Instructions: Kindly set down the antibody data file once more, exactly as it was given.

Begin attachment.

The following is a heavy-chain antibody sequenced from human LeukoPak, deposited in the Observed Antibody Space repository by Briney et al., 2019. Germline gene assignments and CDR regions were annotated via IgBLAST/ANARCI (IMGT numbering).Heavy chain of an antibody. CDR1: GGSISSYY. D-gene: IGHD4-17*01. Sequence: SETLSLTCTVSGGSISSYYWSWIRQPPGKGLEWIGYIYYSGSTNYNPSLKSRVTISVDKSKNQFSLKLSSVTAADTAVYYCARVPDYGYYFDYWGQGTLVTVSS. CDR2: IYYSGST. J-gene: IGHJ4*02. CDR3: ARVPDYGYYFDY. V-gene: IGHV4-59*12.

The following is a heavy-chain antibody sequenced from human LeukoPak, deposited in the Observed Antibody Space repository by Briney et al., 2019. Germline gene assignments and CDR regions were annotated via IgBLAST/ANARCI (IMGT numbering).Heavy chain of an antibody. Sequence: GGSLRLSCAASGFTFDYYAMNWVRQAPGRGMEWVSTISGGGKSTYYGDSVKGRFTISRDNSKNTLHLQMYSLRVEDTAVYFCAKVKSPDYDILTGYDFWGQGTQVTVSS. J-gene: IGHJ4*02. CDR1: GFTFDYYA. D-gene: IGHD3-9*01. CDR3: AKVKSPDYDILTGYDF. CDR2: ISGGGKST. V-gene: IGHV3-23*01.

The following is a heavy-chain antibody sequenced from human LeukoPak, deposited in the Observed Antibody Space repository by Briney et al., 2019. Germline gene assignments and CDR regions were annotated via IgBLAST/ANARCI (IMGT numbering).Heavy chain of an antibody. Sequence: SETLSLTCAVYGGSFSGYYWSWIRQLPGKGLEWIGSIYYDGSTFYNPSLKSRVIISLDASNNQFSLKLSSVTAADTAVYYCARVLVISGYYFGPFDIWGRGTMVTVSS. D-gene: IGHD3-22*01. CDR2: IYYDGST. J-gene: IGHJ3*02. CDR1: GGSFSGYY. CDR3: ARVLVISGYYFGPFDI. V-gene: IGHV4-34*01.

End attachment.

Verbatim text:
The following is a heavy-chain antibody sequenced from human LeukoPak, deposited in the Observed Antibody Space repository by Briney et al., 2019. Germline gene assignments and CDR regions were annotated via IgBLAST/ANARCI (IMGT numbering).Heavy chain of an antibody. CDR1: GGSISSYY. D-gene: IGHD4-17*01. Sequence: SETLSLTCTVSGGSISSYYWSWIRQPPGKGLEWIGYIYYSGSTNYNPSLKSRVTISVDKSKNQFSLKLSSVTAADTAVYYCARVPDYGYYFDYWGQGTLVTVSS. CDR2: IYYSGST. J-gene: IGHJ4*02. CDR3: ARVPDYGYYFDY. V-gene: IGHV4-59*12.

The following is a heavy-chain antibody sequenced from human LeukoPak, deposited in the Observed Antibody Space repository by Briney et al., 2019. Germline gene assignments and CDR regions were annotated via IgBLAST/ANARCI (IMGT numbering).Heavy chain of an antibody. Sequence: GGSLRLSCAASGFTFDYYAMNWVRQAPGRGMEWVSTISGGGKSTYYGDSVKGRFTISRDNSKNTLHLQMYSLRVEDTAVYFCAKVKSPDYDILTGYDFWGQGTQVTVSS. J-gene: IGHJ4*02. CDR1: GFTFDYYA. D-gene: IGHD3-9*01. CDR3: AKVKSPDYDILTGYDF. CDR2: ISGGGKST. V-gene: IGHV3-23*01.

The following is a heavy-chain antibody sequenced from human LeukoPak, deposited in the Observed Antibody Space repository by Briney et al., 2019. Germline gene assignments and CDR regions were annotated via IgBLAST/ANARCI (IMGT numbering).Heavy chain of an antibody. Sequence: SETLSLTCAVYGGSFSGYYWSWIRQLPGKGLEWIGSIYYDGSTFYNPSLKSRVIISLDASNNQFSLKLSSVTAADTAVYYCARVLVISGYYFGPFDIWGRGTMVTVSS. D-gene: IGHD3-22*01. CDR2: IYYDGST. J-gene: IGHJ3*02. CDR1: GGSFSGYY. CDR3: ARVLVISGYYFGPFDI. V-gene: IGHV4-34*01.